The Bryans were the standard bearers for doubles for more than 17 years, since they first ascended to No. 1 in the FedEx ATP Doubles Rankings on 8 September 2003. They spent 438 total weeks and ended 10 seasons as the No. 1 team [2003, 2005-07, 2009-2014]. Mike, who became the oldest doubles No. 1 at age 40 on 16 July 2018, also spent the most weeks at the summit of the team game (506). Bob, who underwent hip surgery in August 2018, spent a total of 439 weeks at No. 1.

Bringing their own energy and charisma to the court, they endeared themselves to the public throughout the world and significantly helped grow the sport’s popularity, appearing in 178 tour-level finals (119-59) and lifting trophies in 34 different cities. They also helped the United States win the Davis Cup in 2007 and at the 2012 London Olympics won the gold medal, adding to their 2008 Beijing Olympics bronze medal.

During a career-best season in 2013, the Bryan brothers compiled an 11-4 record in tour-level finals, including three Grand Slams and five Masters 1000 titles, to earn 15,110 FedEx ATP Doubles Rankings points. The twins, who also won six ATP Masters 1000 titles in 2014, reached seven straight Grand Slam doubles finals between 2005 Australian Open and 2006 Wimbledon. From 2005 to 2017, and again last year for the 14th time, the Bryans were presented the ATP Tour Fans’ Favourite Team award. They earned the Arthur Ashe Humanitarian of the Year award in 2015.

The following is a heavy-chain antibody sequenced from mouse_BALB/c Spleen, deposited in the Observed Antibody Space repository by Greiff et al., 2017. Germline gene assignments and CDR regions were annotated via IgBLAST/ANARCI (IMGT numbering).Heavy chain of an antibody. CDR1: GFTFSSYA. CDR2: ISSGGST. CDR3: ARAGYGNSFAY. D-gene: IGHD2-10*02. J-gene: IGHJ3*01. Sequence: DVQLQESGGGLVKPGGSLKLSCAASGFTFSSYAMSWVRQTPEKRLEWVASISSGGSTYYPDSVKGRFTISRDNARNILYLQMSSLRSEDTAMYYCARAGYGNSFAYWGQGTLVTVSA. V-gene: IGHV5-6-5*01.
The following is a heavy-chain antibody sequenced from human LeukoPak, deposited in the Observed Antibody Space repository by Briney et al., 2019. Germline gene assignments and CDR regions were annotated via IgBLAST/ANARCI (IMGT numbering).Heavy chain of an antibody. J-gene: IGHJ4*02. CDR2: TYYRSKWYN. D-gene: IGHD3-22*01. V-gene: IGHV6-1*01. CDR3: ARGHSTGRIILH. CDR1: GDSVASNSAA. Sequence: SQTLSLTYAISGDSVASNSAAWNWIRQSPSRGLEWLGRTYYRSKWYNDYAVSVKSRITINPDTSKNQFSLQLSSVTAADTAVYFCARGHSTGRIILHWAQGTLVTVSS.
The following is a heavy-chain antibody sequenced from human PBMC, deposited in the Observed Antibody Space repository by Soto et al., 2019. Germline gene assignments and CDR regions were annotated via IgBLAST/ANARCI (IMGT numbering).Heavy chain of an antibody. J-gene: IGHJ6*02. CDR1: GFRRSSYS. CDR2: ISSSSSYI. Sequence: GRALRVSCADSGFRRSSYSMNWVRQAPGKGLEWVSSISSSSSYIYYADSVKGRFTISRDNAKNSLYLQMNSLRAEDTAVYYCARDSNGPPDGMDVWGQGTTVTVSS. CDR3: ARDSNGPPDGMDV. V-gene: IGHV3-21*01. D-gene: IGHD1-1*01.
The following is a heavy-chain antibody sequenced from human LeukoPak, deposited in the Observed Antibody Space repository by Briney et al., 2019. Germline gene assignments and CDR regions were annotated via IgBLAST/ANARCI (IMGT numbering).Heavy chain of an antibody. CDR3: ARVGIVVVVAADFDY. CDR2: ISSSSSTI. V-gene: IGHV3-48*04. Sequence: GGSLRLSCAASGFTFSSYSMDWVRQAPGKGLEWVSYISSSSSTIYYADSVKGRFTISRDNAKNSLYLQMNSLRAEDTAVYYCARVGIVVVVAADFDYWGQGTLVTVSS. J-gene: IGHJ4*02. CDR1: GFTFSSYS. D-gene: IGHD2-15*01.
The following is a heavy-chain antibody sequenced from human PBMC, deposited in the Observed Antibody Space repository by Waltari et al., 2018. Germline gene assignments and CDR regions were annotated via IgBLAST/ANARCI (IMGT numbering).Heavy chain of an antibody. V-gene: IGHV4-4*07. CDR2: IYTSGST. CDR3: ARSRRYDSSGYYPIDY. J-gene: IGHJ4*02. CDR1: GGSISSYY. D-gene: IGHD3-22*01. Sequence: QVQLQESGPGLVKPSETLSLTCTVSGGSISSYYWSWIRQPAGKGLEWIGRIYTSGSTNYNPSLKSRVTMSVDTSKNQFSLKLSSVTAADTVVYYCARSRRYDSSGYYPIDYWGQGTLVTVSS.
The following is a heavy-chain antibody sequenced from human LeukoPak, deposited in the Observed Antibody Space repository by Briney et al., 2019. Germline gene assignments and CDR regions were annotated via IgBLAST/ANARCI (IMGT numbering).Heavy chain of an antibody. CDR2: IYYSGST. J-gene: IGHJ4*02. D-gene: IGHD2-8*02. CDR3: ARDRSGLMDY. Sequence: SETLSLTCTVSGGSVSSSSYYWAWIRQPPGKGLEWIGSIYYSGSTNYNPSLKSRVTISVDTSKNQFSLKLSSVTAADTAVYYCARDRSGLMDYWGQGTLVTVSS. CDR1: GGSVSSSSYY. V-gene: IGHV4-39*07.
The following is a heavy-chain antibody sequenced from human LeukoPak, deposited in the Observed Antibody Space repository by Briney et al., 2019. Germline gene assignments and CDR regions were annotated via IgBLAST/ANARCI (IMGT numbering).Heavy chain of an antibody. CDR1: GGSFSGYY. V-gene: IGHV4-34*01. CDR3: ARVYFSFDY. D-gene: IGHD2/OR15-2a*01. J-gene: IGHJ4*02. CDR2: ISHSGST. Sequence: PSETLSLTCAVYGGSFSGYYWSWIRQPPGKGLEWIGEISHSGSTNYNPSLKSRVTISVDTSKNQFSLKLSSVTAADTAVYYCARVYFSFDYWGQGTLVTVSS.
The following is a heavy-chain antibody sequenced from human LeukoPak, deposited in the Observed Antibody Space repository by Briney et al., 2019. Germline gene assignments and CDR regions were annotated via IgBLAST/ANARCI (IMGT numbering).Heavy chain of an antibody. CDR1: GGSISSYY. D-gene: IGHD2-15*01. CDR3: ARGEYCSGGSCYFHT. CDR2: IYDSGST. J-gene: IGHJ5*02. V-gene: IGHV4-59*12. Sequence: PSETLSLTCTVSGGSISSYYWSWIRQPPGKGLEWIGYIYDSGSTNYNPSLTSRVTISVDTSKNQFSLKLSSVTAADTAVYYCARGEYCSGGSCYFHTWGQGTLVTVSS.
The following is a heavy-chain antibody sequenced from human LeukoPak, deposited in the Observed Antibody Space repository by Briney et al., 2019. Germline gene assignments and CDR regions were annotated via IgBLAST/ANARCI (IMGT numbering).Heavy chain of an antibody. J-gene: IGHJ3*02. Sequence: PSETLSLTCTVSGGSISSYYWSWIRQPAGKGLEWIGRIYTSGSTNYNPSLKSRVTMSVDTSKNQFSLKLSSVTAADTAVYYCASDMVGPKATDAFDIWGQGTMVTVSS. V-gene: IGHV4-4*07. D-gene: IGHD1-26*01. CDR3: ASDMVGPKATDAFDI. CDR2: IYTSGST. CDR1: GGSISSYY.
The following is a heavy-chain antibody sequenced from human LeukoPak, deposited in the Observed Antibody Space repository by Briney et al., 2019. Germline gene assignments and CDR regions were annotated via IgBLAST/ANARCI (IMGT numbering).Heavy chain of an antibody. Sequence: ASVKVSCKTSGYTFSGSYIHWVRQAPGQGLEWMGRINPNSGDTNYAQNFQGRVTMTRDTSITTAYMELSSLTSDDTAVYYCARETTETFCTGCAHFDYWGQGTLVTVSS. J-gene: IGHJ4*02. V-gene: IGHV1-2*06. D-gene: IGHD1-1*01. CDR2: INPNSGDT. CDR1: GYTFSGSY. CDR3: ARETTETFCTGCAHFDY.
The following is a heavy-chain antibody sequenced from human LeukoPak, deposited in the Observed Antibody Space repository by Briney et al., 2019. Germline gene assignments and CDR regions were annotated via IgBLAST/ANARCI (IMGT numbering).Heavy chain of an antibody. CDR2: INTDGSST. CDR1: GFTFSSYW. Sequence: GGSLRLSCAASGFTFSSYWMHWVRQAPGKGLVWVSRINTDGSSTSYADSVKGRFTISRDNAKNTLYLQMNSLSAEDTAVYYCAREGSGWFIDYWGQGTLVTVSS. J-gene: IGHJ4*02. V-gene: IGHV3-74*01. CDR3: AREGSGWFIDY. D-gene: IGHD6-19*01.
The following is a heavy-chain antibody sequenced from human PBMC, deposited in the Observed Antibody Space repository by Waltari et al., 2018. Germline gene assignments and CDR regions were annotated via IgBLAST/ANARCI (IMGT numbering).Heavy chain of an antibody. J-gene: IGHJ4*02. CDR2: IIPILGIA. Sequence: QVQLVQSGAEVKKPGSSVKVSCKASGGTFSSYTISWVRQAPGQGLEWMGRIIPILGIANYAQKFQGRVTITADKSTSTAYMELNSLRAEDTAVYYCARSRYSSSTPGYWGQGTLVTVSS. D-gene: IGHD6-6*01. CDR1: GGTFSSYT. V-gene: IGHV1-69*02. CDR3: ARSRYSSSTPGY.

Bob underwent right hip surgery on 2 August 2018, but the Bryan brothers reunited at the start of the 2019 season and went on to lift two ATP Tour titles. They claimed their 1,100th team match win at the Western & Southern Open in Cincinnati on 13 August 2019, and on 23 February 2020 – in what proved to be their last tournament – captured a sixth crown at the Delray Beach Open by, marking the 20th consecutive year they had lifted an ATP Tour title. They finish their legendary careers with a 1,108-359 team record overall.

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Statement On Pause in Play Of The Western & Southern Open

  • Posted: Aug 27, 2020

Statement On Pause in Play Of The Western & Southern Open

Play will be suspended Thursday

As a sport, tennis is collectively taking a stance against racial inequality and social injustice that once again has been thrust to the forefront in the United States. The USTA, ATP Tour, and WTA have decided to recognise this moment in time by pausing tournament play at the Western & Southern Open on Thursday, August 27. Play will resume on Friday, August 28.

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Raonic Saves MP, Rallies Into W&S Open Semis

  • Posted: Aug 27, 2020

Raonic Saves MP, Rallies Into W&S Open Semis

The Canadian will face Tsitsipas in the semi-finals

Milos Raonic saved a match point to defeat Filip Krajinovic 4-6, 7-6(2), 7-5 on Wednesday evening, advancing to the semi-finals of the Western & Southern Open.

Krajinovic, who made the final of the 2017 Rolex Paris Masters, acquitted himself well, serving for the victory at 6-4, 5-4. But Raonic raised his aggression and eventually triumphed after two hours and 43 minutes.

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Krajinovic held match point at 5-4 in the decider, with Raonic serving at 30/40. The former World No. 3 missed his first serve, but he backed up his second serve with a series of punishing forehands to stave off defeat.

Raonic will next play reigning Nitto ATP Finals champion Stefanos Tsitsipas, whom he defeated in straight sets at this year’s Australian Open. That was the pair’s only previous ATP Head2Head meeting.